TALLAHASSEE, Fla. -- A Florida State University researcher who uses high-powered computers to map the workings of proteins has uncovered a mechanism that gives scientists a better understanding of how evolution occurs at the molecular level.
Such an understanding eventually could lead to the development of new and more effective antiparasitic drugs.
Wei Yang is an assistant professor in FSU's Department of Chemistry and Biochemistry and a faculty member in the university's Institute of molecular biophysics. Working with colleagues from FSU, Duke University and Brandeis University, he recently produced remarkable computer models of an enzyme that carries the unwieldy name of inosine monophosphate dehrydrogenase, or IMPDH for short. IMPDH is responsible for initiating certain metabolic processes in DNA and RNA, enabling the biological system to reproduce quickly.
"In creating these simulations of IMPDH, we observed something that hadn't been seen before," Yang said. "Previously, enzymes were believed to have a single 'pathway' through which they deliver catalytic agents to biological cells in order to bring about metabolic changes. But with IMPDH, we determined that there was a second pathway that also was used to cause these chemical transformations. The second pathway didn't operate as efficiently as the first one, but it was active nevertheless."
Why would an enzyme have two pathways dedicated to the same task? Yang and his colleagues believe that the slower pathway is an evolutionary vestige left over from an ancient enzyme that evolved over eons into modern-day IMPDH.
The finding is significant for several reasons, Yang said.
"First of all, this offers a rare glimpse of evolutionary processes at work on the molecular level," Yang said. "Typically when we talk about evolution, we're referring to a process of adaptation that occurs in a population of organisms over an extended period of time. Our research examines such adaptations at the most basic level, which helps scientists to develop a fuller picture of how evolution actually occurs.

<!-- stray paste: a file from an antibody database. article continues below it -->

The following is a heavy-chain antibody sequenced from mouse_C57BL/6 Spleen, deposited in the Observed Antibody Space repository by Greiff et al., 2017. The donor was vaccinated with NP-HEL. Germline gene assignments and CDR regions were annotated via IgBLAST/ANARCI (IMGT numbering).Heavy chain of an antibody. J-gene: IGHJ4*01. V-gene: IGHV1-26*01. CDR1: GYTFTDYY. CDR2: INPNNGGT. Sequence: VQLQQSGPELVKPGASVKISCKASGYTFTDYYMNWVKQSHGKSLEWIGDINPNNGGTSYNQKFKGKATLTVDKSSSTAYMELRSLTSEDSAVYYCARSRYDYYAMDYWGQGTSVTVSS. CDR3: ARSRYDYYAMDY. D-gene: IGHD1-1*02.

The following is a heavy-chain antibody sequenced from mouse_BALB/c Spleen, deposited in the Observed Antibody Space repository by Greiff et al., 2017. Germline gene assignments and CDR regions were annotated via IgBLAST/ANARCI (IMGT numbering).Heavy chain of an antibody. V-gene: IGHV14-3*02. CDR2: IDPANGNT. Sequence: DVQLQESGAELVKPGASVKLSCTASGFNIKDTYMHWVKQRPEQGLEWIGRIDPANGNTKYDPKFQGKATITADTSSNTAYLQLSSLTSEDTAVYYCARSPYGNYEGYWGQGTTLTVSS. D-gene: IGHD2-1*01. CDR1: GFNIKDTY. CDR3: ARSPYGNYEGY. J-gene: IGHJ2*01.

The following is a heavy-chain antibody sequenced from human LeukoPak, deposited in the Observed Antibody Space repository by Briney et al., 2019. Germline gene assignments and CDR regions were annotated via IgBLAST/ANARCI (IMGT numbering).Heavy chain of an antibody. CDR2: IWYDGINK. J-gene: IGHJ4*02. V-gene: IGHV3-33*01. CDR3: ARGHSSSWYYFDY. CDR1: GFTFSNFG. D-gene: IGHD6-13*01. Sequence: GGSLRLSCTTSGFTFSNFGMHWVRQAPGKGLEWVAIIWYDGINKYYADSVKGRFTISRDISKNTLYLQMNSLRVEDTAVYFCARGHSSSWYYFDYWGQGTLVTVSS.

"This also represents a big step forward in our efforts to create computational simulations of biological processes," Yang said. "In this case, we first made a prediction of the enzyme structure via computer and later verified it through direct observation in a laboratory, rather than the other way around. This is a most unusual accomplishment, and one that indicates we are becoming more advanced in our ability to answer questions relating to biological functions at the molecular level."
"Because of the key role that IMPDH plays, scientists have focused on developing new antiparasitic drugs that target it," Yang said. "Our research will certainly contribute to this process."
Joseph Schlenoff, the chairman of FSU's Department of Chemistry and Biochemistry, praised Yang's computational methods as "extremely powerful because they are rigorous, make few assumptions and approximate the complexity of the real world. The accurate predictions that result represent success that has been promised to us for so long by scientists using computers."
Collaborating with Yang on the project were Gavin J.P. Naylor, an associate professor in FSU's Department of Scientific Computing; Donghong Min, a postdoctoral associate in the Institute of Molecular Physics; Hongzhi Li, a former postdoc in the Institute of Molecular Physics; Clemens Lakner, a graduate assistant in the Department of Biological Science; David Swofford, a research scientist at Duke University and former FSU faculty member; Lizbeth Hedstrom, a professor of biochemistry at Brandeis University; and postdocs Helen R. Josephine and Iaian S. MacPherson, both of Brandeis.
Together the researchers wrote about their findings in a paper, "An Enzymatic Atavist Revealed in Dual Pathways for Water Activation," that was published this summer in PLoS Biology, a peer-reviewed, open-access journal published by the Public Library of Science. Visit http://biology.plosjournals.org/perlserv/?request=get-document&doi=10.1371/journal.pbio.0060206 to read the paper.
Dan Herschlag, a professor of biochemistry at Stanford University, edited the paper for PLoS Biology. He praised it for its innovative approach.
"This work reveals basic aspects of how enzymes work and how they have evolved," Herschlag said. "The study melds experiment and computation in a powerful fashion and represents a model for how to use interdisciplinary research to answer important questions."